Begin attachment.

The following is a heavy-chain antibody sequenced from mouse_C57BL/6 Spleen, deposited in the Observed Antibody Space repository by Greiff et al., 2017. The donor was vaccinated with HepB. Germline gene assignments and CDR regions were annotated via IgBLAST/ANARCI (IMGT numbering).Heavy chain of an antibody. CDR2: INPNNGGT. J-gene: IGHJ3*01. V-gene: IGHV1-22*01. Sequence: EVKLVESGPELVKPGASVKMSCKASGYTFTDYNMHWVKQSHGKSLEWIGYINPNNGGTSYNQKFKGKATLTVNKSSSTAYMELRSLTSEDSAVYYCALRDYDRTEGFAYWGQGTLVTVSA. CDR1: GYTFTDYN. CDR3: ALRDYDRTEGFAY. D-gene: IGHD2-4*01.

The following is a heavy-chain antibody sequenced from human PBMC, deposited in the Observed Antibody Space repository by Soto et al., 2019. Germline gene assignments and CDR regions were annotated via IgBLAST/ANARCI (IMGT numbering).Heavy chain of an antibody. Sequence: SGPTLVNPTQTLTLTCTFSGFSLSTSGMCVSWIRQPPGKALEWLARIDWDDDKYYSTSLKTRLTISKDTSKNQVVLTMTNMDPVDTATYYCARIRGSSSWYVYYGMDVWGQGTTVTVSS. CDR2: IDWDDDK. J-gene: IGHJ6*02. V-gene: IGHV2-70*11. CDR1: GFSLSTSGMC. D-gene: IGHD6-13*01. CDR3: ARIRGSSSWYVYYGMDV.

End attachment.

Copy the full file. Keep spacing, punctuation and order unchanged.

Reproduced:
The following is a heavy-chain antibody sequenced from mouse_C57BL/6 Spleen, deposited in the Observed Antibody Space repository by Greiff et al., 2017. The donor was vaccinated with HepB. Germline gene assignments and CDR regions were annotated via IgBLAST/ANARCI (IMGT numbering).Heavy chain of an antibody. CDR2: INPNNGGT. J-gene: IGHJ3*01. V-gene: IGHV1-22*01. Sequence: EVKLVESGPELVKPGASVKMSCKASGYTFTDYNMHWVKQSHGKSLEWIGYINPNNGGTSYNQKFKGKATLTVNKSSSTAYMELRSLTSEDSAVYYCALRDYDRTEGFAYWGQGTLVTVSA. CDR1: GYTFTDYN. CDR3: ALRDYDRTEGFAY. D-gene: IGHD2-4*01.

The following is a heavy-chain antibody sequenced from human PBMC, deposited in the Observed Antibody Space repository by Soto et al., 2019. Germline gene assignments and CDR regions were annotated via IgBLAST/ANARCI (IMGT numbering).Heavy chain of an antibody. Sequence: SGPTLVNPTQTLTLTCTFSGFSLSTSGMCVSWIRQPPGKALEWLARIDWDDDKYYSTSLKTRLTISKDTSKNQVVLTMTNMDPVDTATYYCARIRGSSSWYVYYGMDVWGQGTTVTVSS. CDR2: IDWDDDK. J-gene: IGHJ6*02. V-gene: IGHV2-70*11. CDR1: GFSLSTSGMC. D-gene: IGHD6-13*01. CDR3: ARIRGSSSWYVYYGMDV.